In Superior, Baldwin stumps for rural hospitalsHealth care is one of U.S. Sen. Tammy Baldwin’s passions, she said during a visit to Superior on Thursday. Lack of insurance during a significant childhood illness, followed by her grandparents’ struggle to secure insurance for a child with a pre-existing condition, sowed the seeds for a future in politics.
By: Maria Lockwood, Superior Telegram
Health care is one of U.S. Sen. Tammy Baldwin’s passions, she said during a visit to Superior on Thursday. Lack of insurance during a significant childhood illness, followed by her grandparents’ struggle to secure insurance for a child with a pre-existing condition, sowed the seeds for a future in politics.
“The issue of health care is what led me to the first political office I ever ran for, and it’s what keeps me doing this work,” Baldwin told staff at Essentia Health-St. Mary’s Hospital-Superior.
Sandwiched between a tour of the Midwest Energy Resources Company and a visit to Kestrel Aircraft, Baldwin’s visit to the hospital was punctuated by one-on-one discussions with staff. She stressed her commitment to retaining Critical Access Hospital designations for rural hospitals such as the one in Superior.
Last week, the Department of Health and Human Services’ Officer of Inspector General recommended removing the critical access designation from hospitals that do not meet certain distance requirements. The move would save Medicare hundreds of millions of dollars, according to the report.
If the proposal is enacted, 53 of 58 Wisconsin hospitals would lose their critical access status, including St. Mary’s. It’s a whole rethinking of what a safety-net hospital is, according to Baldwin.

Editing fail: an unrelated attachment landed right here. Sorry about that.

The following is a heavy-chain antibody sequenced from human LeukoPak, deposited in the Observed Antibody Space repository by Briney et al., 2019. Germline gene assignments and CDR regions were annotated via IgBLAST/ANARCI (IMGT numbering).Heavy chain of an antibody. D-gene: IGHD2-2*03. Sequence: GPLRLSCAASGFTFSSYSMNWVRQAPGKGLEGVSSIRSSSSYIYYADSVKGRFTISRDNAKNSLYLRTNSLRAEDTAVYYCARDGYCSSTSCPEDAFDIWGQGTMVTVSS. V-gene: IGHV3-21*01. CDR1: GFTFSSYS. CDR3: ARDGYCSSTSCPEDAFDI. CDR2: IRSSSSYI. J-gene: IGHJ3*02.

“In my opinion, it’s the wrong direction in which to go,” she said.
The critical access certification was created in 1997 to ensure that rural people had access to hospital services. Under the designation small, rural hospitals are reimbursed at a higher rate — 101 percent of the reasonable costs — for Medicare services.
In an Aug. 16 news release, Tim Size of the Rural Wisconsin Healthcare Cooperative said ending critical access status for most rural hospitals in Wisconsin could lead many to close their doors.
“We are celebrating our 10th year of being a Critical Access Hospital, and we’ve been able to do a lot of wonderful things because we’ve had that,” St. Mary’s Hospital Administrator Terry Jacobson said. “Knowing that program was there gave us the confidence that we could go forward and serve a lot of Medicare and Medicaid patients. That’s now all being threatened.”
Baldwin has co-authored a bipartisan letter to the Senate Finance Committee speaking out against the proposal and stressing the need for Critical Access Hospitals to meet needs. Her visit shows a commitment to represent all corners of the state, said Rep. Nick Milroy, D-South Range.
“We have the senator here today working at separate facilities that are very important to the economy, whether it’s right now or in the future, and also a Critical Access Hospital that has been extremely important for people who live, especially, in rural Douglas County,” Milroy said. “It’s the only hospital in far northwestern Wisconsin, and it’s very important to keep the Critical Access Hospital designation for folks to have access to this type of facility.”
The Midwest Energy tour highlighted Baldwin’s vote in May to support the Water Resources Development Act, which strengthens America’s waterways and ports. At Kestrel, Baldwin learned about a collaboration between the aviation business and Wisconsin Indianhead Technical College to provide hands-on internship training for students in the new composite technology program launched last week.